We will continue this path with Endeavour being our vehicle because our aspiration for Endeavour is to be the largest mining company in Africa.
Naguib Sawiris continues to live the dream for gold bulls everywhere. In 2020, Endeavour Mining - the firm he helped create in its current form through his La Mancha Investments - became the tenth largest gold producer globally after merging with Canadian gold producers SEMAFO and Teranga Gold in two, quick-fire transactions. La Mancha ploughed in $300m across the two deals to preserve a meaningful stake of 19% in the enlarged Endeavour. It will be mighty interesting how the story evolves from here. Endeavour has said it considers itself optimally positioned to pay dividends and grow organically, whilst Sawiris said recently he considers Endeavour a vehicle to becoming the largest mining company in Africa.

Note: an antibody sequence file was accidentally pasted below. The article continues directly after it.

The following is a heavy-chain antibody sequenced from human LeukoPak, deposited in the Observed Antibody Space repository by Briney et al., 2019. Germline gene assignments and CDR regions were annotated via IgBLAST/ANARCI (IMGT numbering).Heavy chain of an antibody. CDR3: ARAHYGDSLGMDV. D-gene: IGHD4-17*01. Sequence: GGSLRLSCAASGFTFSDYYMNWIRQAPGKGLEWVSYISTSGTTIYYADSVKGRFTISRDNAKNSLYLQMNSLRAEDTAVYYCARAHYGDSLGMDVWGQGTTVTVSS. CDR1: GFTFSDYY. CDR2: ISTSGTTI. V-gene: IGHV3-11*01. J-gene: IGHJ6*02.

That aside, La Mancha continues to scour the continent for gold investment opportunities. In November, it signed an ‘Expression of Interest Agreement’ with the Government of Nigeria, a place Sawiris considers to have enough gold to be seriously prospective. He also thinks Sudan and South Sudan offers huge potential, at the right time. But a big question hangs over La Mancha’s 35%-owned Golden Star Resources, the Ghanaian gold play. The company recently sold its Prestea-Bogosu mine for $55m in a transaction that tidies and enables the balance sheet, principally to develop its Wassa mine further. But by Sawiris’ standards Golden Star is still sleep-walking through life.
Meanwhile, time will tell in respect of La Mancha’s gold ambitions in Egypt. Talks to buy a 51% stake in the government-owned Shalateen Mining Company were put on hold towards the end of 2020 after roughly nine months of negotiations. Sawiris is an archetypal gold bull: optimistic enough to ride the metal’s dangerously steep cycles and wealthy enough not to care about them. Typically, he thinks the future for the metal remains rosy, partly based on his political views.
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